Two problems: that was not a sustainable level for Rose, and there were more options than Esasky. It wasn’t that big a problem for the team in 1984; they were in fifth place, and weren’t going anywhere. To me, it makes much more sense to let Esasky work though his struggles at the plate; you’re in fifth, after all. The fact is that Rose requested the trade from Montreal specifically to get Cobb’s hit record. The Expos traded for Dan Driessen on July 27th, and took over at first. Pete’s 133 hits from Ty, and suddenly is out of a starting job. The Expos weren’t going anywhere either, but apparently saw a need for !B who slugged better than .295. You read that right; in 278 AB, Charlie Hustle had walloped 6 doubles and 2 triples (2 three-baggers at age 43, gotta admit, that’s nice). Still, he SLUGGED .295. Maybe that had something to do with their standing, 11 and a half out. Pete had done what they asked of him; he collected his 4,000th hit, and he was now superfluous. The Expos were more than happy to accommodate his wishes, and move him home to the Reds. At the time, the assumption was Rose would be going to the AL, as his arm wasn’t good enough to play anywhere but first, and he no longer had the power most teams want at the spot. Of course, he didn’t have the power most teams want at DH, either. The Reds made the most sense. By far, as they needed a manager, something Rose was very interested in as well. He could play enough to pass Cobb, and everyone goes home happy.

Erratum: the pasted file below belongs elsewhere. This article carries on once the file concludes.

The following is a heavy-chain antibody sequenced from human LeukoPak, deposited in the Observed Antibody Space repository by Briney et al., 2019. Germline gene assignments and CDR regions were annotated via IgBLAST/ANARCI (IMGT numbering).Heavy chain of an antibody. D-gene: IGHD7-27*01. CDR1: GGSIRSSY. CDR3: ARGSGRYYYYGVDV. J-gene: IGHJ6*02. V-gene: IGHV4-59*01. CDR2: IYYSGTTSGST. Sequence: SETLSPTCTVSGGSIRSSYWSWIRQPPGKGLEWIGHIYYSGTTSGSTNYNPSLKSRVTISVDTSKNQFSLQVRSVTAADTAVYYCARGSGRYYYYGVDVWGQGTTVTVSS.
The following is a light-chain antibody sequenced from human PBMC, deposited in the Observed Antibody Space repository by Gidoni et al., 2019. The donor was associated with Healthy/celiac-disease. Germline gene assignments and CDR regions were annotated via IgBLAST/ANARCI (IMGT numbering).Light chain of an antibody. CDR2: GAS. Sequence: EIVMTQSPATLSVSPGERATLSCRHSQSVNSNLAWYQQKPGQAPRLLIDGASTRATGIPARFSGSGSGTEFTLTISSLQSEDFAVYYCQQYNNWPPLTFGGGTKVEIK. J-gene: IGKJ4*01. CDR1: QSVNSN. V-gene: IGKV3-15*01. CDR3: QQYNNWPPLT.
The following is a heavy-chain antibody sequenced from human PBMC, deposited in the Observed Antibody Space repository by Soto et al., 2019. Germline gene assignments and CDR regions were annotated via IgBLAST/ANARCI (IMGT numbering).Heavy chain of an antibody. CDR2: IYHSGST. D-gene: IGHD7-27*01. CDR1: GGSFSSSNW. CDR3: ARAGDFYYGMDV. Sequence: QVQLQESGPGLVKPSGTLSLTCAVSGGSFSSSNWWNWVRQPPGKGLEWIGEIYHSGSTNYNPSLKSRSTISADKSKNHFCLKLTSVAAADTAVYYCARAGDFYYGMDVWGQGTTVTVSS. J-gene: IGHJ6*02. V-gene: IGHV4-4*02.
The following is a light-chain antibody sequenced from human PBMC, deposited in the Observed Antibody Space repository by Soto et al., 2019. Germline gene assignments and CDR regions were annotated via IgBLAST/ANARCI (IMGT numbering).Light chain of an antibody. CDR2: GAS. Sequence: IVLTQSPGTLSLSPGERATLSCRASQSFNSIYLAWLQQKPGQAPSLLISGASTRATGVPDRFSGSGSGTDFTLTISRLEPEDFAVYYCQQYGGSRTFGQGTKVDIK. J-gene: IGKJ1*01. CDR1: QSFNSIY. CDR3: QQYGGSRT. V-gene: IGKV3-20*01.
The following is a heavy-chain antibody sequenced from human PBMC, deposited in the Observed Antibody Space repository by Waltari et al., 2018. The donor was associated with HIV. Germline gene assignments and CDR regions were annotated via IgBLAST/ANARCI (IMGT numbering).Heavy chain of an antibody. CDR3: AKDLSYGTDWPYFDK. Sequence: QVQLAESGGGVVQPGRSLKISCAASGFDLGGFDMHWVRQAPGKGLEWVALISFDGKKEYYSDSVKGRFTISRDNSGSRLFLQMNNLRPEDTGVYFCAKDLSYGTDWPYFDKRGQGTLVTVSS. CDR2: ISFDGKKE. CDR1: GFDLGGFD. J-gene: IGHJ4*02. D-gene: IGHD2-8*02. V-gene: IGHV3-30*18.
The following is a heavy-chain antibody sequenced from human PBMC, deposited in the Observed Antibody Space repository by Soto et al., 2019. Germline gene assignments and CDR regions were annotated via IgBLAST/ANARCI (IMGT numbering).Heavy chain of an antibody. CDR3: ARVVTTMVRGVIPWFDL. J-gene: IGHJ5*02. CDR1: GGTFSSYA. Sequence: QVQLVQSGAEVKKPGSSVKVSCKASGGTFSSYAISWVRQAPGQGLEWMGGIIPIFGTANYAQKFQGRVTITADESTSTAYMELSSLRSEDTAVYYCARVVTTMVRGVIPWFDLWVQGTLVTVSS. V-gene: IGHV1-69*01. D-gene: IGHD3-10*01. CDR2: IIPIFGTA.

Except Pete was, and is still, Charlie Hustle. Throughout his career, you could be excused for thinking Pete was short for COMPete. To his credit, Rose mainly inserted himself in the lineup to rest Esasky against righties. Esasky hit a miserable .168 with an OPS of .543 against RHP; against LHP, he hit .224 with an OPS of .780. Rose, meanwhile, smote the Spaulding at a robust .381, with .917 OPS against righties. Against southpaws, he wisely restricted himself to 14 plate appearances, as he only hit .250 with a .690 OPS. With Pete playing as young as his haircut, it worked.